Study finds mercury in HFCS, findings questioned

A pair of recent studies found mercury contamination in high-fructose corn syrup and products containing the sweetener, USA Today reported Tuesday, but several groups question the studies’ relevance.

The studies, performed by the Institute for Agriculture and Trade Policy found detectable mercury levels in nine of 20 commercial sources of high-fructose corn syrup, and in nearly a third of 55 brand-name foods. The toxic heavy metal appeared most commonly in dairy products, dressings and condiments that contain HFCS.

USA Today reported that the source of the contamination is a reagent called caustic soda – used to produce HFCS – that is sometimes contaminated with mercury when produced through a specific process. Dr. David Wallinga, co-author of both studies, told the paper that mercury-free HFCS ingredients exist, and food companies need to push suppliers to use only those ingredients.

“Given how much high-fructose corn syrup is consumed by children, it could be a significant additional source of mercury never before considered,” Wallinga told USA Today. “We are calling for immediate changes by industry and the (U.S. Food and Drug Administration) to help stop this avoidable mercury contamination of the food supply.”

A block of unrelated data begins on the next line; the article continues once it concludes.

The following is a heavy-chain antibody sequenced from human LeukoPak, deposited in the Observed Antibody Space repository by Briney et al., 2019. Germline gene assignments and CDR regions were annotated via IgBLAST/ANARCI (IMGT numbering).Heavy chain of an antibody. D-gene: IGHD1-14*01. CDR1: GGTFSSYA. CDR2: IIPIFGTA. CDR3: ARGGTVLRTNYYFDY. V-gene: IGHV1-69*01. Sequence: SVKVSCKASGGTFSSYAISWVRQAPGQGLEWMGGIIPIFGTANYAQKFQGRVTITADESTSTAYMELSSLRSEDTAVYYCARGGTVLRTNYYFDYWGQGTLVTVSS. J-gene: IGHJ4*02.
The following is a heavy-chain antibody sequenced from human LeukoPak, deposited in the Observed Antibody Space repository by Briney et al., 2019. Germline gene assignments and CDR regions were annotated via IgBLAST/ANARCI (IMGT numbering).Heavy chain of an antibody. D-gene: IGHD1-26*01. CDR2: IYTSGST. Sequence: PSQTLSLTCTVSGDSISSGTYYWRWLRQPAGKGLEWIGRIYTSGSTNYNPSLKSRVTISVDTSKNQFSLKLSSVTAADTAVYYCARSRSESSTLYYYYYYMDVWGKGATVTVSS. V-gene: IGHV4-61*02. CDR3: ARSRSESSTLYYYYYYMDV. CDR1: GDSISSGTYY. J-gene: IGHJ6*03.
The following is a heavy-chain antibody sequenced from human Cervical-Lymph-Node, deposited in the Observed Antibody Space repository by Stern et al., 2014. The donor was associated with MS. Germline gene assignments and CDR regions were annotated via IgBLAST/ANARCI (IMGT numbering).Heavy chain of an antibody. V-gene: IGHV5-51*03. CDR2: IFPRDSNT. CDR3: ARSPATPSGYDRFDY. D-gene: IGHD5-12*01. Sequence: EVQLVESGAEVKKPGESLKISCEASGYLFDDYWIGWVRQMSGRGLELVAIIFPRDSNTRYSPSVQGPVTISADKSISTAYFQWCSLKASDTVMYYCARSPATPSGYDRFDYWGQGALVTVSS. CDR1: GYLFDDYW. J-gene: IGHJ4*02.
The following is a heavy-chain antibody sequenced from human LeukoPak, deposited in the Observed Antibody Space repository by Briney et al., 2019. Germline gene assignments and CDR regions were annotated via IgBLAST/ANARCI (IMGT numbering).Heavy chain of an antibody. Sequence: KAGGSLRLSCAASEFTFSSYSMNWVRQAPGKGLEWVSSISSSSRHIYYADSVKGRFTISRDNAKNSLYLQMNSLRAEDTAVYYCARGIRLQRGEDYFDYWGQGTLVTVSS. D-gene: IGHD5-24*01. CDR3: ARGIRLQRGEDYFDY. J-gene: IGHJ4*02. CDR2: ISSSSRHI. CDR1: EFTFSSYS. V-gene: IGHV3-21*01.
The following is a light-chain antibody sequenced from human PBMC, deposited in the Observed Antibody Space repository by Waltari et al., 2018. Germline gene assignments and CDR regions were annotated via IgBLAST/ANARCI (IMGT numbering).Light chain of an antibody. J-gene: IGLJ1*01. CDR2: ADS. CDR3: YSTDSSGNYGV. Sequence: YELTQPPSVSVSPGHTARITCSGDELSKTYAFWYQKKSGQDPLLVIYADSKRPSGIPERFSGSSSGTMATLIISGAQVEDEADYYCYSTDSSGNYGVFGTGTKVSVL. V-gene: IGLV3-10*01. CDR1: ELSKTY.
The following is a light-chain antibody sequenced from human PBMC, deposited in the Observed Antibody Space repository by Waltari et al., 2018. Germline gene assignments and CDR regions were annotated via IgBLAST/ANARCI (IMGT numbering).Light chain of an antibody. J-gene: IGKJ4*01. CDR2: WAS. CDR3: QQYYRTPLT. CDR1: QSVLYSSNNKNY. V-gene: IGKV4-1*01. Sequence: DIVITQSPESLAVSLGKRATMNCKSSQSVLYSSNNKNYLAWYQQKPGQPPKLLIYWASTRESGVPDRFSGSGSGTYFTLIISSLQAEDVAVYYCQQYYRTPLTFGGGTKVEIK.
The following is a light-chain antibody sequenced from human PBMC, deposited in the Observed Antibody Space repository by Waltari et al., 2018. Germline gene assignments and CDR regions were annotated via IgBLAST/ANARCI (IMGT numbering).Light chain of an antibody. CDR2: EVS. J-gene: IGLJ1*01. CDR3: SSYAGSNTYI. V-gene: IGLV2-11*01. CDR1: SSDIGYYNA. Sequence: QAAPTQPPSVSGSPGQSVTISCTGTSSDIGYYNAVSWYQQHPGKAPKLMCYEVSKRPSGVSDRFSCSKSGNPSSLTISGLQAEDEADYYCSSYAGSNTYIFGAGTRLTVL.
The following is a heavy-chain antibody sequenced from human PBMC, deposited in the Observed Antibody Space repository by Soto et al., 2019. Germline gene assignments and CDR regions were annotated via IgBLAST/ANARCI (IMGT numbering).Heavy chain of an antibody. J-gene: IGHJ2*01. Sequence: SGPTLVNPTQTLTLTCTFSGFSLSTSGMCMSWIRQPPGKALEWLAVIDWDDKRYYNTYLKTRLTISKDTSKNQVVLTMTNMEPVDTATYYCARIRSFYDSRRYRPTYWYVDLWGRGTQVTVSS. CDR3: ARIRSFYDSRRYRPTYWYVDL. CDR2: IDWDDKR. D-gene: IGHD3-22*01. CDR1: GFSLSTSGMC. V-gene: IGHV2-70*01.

The Corn Refiners Association did not immediately return a call for comment, but issued a written statement challenging the studies’ relevance and accuracy. The statement said the industry uses mercury-free reagents, but stopped short of a blanket statement that no corn millers use caustic soda with detectable levels of mercury.

The Chlorine Institute issued its own statement that said food-grade caustic soda must abide by a maximum mercury content defined by the international food safety standards in the Food Chemicals Codex – 0.1 mg per kg, according to Scott Jensen, a spokesman for the American Chemistry Council. That’s one part per 10 million. The Food and Drug Administration pegs safe mercury exposure in fish at one part per million. Jensen added that the standard only applies to plants that use mercury cell technology to produce caustic soda, “And only about 6 percent of caustic soda is made using mercury cell technology.”

That number is down from 12 percent in 2005, when the data used in the studies was gathered, he added.

Additionally, Carl Winter, director of the FoodSafe program at the University of California, Davis, told WebMD that the mercury detected in the study was likely elemental mercury, which is less toxic than methylmercury.

“Frankly,” Winter said, “I don’t see based on their findings that they’ve made much of a case that this is something that consumers need to worry about.”